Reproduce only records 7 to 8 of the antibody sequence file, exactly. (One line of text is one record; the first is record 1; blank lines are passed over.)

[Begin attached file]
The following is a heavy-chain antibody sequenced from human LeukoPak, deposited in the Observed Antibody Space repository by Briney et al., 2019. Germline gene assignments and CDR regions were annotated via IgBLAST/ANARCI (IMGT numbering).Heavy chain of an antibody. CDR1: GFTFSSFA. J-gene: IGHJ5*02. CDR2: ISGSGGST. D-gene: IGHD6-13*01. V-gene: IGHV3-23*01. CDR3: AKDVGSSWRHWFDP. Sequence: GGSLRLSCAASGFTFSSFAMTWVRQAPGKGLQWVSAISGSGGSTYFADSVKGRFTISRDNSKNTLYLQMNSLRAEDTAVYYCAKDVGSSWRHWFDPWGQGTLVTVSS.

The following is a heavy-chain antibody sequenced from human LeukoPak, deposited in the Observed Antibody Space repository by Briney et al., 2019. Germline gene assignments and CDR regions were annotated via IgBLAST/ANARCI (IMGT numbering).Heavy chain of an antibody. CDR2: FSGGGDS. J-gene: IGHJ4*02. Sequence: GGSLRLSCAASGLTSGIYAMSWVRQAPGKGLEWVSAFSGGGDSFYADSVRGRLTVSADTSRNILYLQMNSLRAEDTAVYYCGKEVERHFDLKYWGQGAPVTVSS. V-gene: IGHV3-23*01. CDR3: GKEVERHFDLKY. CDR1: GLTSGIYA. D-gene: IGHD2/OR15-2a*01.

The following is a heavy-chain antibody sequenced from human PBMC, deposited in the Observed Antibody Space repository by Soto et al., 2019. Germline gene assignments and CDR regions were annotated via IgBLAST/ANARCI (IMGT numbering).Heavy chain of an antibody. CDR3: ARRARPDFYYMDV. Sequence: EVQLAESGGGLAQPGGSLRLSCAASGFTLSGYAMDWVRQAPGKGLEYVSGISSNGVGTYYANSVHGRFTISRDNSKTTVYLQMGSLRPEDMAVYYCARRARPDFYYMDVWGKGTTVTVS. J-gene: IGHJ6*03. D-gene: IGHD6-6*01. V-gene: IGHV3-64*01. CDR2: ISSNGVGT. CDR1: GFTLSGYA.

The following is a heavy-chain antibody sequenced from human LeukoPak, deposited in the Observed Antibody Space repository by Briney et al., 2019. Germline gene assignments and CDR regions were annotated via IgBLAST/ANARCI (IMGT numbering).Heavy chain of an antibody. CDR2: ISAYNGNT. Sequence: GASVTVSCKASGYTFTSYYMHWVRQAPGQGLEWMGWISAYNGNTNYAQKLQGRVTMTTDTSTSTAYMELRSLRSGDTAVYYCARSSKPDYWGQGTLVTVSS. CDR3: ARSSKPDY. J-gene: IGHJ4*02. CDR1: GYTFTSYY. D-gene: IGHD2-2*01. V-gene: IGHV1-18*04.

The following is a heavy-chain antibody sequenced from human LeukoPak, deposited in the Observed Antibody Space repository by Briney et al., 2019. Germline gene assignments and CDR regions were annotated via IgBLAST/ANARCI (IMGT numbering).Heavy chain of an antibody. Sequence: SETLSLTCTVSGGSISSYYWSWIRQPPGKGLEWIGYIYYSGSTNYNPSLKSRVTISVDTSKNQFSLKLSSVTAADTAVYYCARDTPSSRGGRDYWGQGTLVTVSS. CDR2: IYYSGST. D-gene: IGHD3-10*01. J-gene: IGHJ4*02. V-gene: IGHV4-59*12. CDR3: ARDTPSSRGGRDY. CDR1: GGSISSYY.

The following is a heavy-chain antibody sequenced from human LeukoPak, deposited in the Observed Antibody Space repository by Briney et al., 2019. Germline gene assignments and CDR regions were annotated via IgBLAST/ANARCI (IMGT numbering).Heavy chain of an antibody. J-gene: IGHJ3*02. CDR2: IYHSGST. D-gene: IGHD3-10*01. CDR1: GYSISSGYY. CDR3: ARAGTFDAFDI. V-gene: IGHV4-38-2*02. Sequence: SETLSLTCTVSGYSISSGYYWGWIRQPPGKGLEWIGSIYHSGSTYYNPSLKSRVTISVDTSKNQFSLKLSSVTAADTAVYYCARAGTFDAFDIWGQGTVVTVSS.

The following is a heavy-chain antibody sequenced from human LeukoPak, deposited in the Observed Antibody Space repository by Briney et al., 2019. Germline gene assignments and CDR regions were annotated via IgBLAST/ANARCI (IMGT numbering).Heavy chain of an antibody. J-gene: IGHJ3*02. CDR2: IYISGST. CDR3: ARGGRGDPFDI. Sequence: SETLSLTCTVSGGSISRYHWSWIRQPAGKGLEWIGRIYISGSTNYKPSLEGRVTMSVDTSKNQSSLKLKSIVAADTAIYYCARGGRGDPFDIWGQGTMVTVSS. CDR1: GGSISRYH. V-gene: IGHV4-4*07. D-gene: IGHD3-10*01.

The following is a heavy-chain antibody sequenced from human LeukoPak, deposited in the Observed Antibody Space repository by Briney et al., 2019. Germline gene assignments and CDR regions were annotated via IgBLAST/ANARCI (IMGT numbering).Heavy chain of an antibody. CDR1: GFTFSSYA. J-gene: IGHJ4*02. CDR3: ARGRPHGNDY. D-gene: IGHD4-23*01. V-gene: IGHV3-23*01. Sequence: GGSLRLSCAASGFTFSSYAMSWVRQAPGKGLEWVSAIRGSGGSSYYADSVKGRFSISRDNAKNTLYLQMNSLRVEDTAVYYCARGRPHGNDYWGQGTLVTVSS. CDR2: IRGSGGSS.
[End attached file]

The following is a heavy-chain antibody sequenced from human LeukoPak, deposited in the Observed Antibody Space repository by Briney et al., 2019. Germline gene assignments and CDR regions were annotated via IgBLAST/ANARCI (IMGT numbering).Heavy chain of an antibody. J-gene: IGHJ3*02. CDR2: IYISGST. CDR3: ARGGRGDPFDI. Sequence: SETLSLTCTVSGGSISRYHWSWIRQPAGKGLEWIGRIYISGSTNYKPSLEGRVTMSVDTSKNQSSLKLKSIVAADTAIYYCARGGRGDPFDIWGQGTMVTVSS. CDR1: GGSISRYH. V-gene: IGHV4-4*07. D-gene: IGHD3-10*01.

The following is a heavy-chain antibody sequenced from human LeukoPak, deposited in the Observed Antibody Space repository by Briney et al., 2019. Germline gene assignments and CDR regions were annotated via IgBLAST/ANARCI (IMGT numbering).Heavy chain of an antibody. CDR1: GFTFSSYA. J-gene: IGHJ4*02. CDR3: ARGRPHGNDY. D-gene: IGHD4-23*01. V-gene: IGHV3-23*01. Sequence: GGSLRLSCAASGFTFSSYAMSWVRQAPGKGLEWVSAIRGSGGSSYYADSVKGRFSISRDNAKNTLYLQMNSLRVEDTAVYYCARGRPHGNDYWGQGTLVTVSS. CDR2: IRGSGGSS.